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The Daily Wildcat

The Daily Wildcat


Professor tracks re-tweets of news agencies to help reach readers on Twitter

Courtesy of EurekAlert
Courtesy of EurekAlert

A professor’s research aims to assist news organizations in becoming more effective in how they reach out to their readers via Twitter.

Sudha Ram, a UA professor of management information systems, has developed a model that tracks the propagation of news articles through the social networking site.

The model collected six months of tweets from 12 different news agencies and tracked how people re-tweeted them.

The goal of the project, Ram said, is to help news agencies optimize their use of Twitter, and to measure how well their stories are making an impact.

“When [the news agencies] publish the article on their website, they often tweet about it, and people who read these articles also tweet about the same articles, so they’ll put the URL of the article in a tweet,” Ram said. “These tweets propagate because other users re-tweet them or reply to them, and that gets seen by more people. All these tweets and re-tweets cause a lot of cascades; it’s like dropping a stone in a pond.”

Ram said the project measured how long people would continue to spread the news articles, and how quickly the articles spread.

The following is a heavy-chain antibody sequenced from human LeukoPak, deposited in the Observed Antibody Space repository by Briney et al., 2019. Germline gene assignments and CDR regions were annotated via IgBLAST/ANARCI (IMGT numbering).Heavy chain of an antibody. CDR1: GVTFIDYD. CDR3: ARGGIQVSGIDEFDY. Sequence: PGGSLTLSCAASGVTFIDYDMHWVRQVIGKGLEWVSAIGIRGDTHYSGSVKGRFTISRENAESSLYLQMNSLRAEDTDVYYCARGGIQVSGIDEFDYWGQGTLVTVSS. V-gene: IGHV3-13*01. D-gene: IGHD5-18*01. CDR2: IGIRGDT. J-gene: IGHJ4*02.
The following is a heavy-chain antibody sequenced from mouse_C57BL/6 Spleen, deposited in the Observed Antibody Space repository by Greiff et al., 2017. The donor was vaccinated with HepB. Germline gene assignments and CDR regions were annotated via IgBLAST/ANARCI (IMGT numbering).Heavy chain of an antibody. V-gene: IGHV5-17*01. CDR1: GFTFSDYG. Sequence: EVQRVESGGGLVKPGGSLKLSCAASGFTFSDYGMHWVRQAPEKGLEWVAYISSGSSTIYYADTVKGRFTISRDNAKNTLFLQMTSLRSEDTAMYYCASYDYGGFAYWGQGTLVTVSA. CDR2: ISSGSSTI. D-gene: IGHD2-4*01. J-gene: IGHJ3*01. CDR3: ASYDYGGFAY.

“We wanted to know how much participation there is from re-tweeting from followers,” she said.

The number of followers on an account is not, on its own, an accurate measure of the impact that account will have when tweeting a story, Ram added. Much more important is the amount of participation the account gets from its followers.

“We found that New York Times and Mashable have long lifespans,” Ram said. “Washington Post and Wired have a lower lifespan … but we also found that with Washington Post and Mashable, that the news spread really fast even if they don’t have a very long lifespan, so you might do well on one measure and not so well on another measure.”

Ram said the data the project has gathered will be helpful to news agencies in determining their impact on Twitter, and finding how they can improve. She added that just having followers doesn’t mean the news is actually spreading.

“Most news agencies today really don’t understand how to measure how well they’re doing on Twitter,” she added. “They think that if you get a lot of followers, that’s good. Well it’s good, but it’s not enough — you’ve got to engage the followers as well and have them tweeting about you. Just getting followers doesn’t mean that your news is actually spreading because people might just read your news and not tweet about it.”

Ram said the study will allow news agencies to examine all the different variables in the propagation of their stories on Twitter.

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